Claimants of Universal Credit are entitled to receive an extra £25 per week to cover their costs when the weather gets particularly cold.
The Cold Weather Payment system functions as a government benefit that’s designed to help people and households on low incomes to pay for what are likely to be increased energy bills.
An estimated 3.8 million people across the UK are believed to be entitled to Cold Weather Payments, including Pension Credit and Income Support recipients, as well as Universal Credit claimants.
The payments potentially become available between November 1st and March 31st each year but they only kick in when the Met Office says average temperatures have been or are expected to be below 0 degrees Celsius for seven consecutive days.
Average temperatures are recorded specifically in relation to certain areas and postcodes, with the DWP making payments on the basis of official Met Office information.
Rather than waiting for people to claim their cold weather payments individually, the Department for Work and Pensions aims to pay out an extra £25 directly to anyone eligible to receive them within 14 days.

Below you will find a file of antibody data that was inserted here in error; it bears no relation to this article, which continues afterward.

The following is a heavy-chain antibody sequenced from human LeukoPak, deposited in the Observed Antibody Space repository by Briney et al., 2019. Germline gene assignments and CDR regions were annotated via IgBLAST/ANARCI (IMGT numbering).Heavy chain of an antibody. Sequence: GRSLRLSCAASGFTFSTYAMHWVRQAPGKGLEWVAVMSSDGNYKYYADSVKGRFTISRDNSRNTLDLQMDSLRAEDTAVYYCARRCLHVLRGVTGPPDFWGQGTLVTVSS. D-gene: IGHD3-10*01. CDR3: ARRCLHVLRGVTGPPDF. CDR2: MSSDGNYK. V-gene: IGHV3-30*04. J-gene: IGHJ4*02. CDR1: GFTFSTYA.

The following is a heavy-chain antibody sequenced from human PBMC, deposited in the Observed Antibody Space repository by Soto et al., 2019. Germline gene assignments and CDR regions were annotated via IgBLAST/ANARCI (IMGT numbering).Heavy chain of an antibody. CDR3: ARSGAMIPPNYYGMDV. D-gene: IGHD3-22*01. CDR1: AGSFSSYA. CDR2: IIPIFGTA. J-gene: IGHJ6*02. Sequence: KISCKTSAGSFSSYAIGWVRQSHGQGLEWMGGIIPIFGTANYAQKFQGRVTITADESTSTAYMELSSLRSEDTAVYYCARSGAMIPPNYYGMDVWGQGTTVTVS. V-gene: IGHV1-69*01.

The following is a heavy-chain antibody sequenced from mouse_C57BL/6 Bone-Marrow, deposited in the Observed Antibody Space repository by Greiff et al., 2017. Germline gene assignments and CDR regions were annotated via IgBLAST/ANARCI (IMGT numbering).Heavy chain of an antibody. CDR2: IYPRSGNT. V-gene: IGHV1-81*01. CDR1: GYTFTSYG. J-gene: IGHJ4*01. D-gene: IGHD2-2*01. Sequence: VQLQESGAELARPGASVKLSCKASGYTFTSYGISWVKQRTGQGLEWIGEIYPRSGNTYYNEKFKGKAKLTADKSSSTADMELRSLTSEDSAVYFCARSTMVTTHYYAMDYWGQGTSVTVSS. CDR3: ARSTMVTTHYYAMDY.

Anyone who thinks they should have received their extra payments but didn’t is advised to contact their local pension centre or Jobcentre Plus or to call the Universal Credit Helpline.
“We are absolutely committed that the most vulnerable people get the support when they need it most and because of this more than £118 million was paid out last winter in Cold Weather Payments,” said Justin Tomlinson, who is the UK government’s minister for family support.
“It is important that people keep their homes warm during any cold snap, and cold weather and winter fuel payments enables them to do so.
“We also urge relatives of pensioners to check in on them regularly and make sure they are receiving the support they are entitled to.”
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